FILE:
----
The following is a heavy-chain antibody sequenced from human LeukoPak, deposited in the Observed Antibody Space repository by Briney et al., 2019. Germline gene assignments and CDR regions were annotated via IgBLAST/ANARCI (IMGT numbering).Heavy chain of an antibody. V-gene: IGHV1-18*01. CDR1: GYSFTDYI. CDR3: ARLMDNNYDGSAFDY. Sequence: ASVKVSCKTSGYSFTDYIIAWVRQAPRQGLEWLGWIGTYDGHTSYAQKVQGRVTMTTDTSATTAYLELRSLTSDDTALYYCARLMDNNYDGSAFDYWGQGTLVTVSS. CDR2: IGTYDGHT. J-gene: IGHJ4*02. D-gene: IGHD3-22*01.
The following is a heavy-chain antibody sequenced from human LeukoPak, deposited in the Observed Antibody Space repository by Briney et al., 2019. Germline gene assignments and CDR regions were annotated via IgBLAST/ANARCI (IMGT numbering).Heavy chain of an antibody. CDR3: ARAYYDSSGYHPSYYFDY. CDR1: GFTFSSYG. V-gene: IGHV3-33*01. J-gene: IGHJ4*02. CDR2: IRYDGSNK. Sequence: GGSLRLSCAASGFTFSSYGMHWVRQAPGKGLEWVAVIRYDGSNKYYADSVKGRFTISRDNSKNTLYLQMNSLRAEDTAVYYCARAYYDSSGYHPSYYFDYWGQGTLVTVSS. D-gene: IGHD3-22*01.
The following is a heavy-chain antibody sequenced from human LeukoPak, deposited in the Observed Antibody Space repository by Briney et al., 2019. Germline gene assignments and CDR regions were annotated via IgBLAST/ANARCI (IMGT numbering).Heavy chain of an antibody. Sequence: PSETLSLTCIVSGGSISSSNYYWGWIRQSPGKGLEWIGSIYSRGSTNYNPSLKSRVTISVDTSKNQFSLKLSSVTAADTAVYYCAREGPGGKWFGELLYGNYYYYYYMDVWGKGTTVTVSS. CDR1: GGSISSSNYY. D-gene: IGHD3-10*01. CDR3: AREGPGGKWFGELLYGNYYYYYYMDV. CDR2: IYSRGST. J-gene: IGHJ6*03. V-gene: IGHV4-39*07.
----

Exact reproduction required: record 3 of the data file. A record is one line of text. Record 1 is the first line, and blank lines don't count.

The following is a heavy-chain antibody sequenced from human LeukoPak, deposited in the Observed Antibody Space repository by Briney et al., 2019. Germline gene assignments and CDR regions were annotated via IgBLAST/ANARCI (IMGT numbering).Heavy chain of an antibody. Sequence: PSETLSLTCIVSGGSISSSNYYWGWIRQSPGKGLEWIGSIYSRGSTNYNPSLKSRVTISVDTSKNQFSLKLSSVTAADTAVYYCAREGPGGKWFGELLYGNYYYYYYMDVWGKGTTVTVSS. CDR1: GGSISSSNYY. D-gene: IGHD3-10*01. CDR3: AREGPGGKWFGELLYGNYYYYYYMDV. CDR2: IYSRGST. J-gene: IGHJ6*03. V-gene: IGHV4-39*07.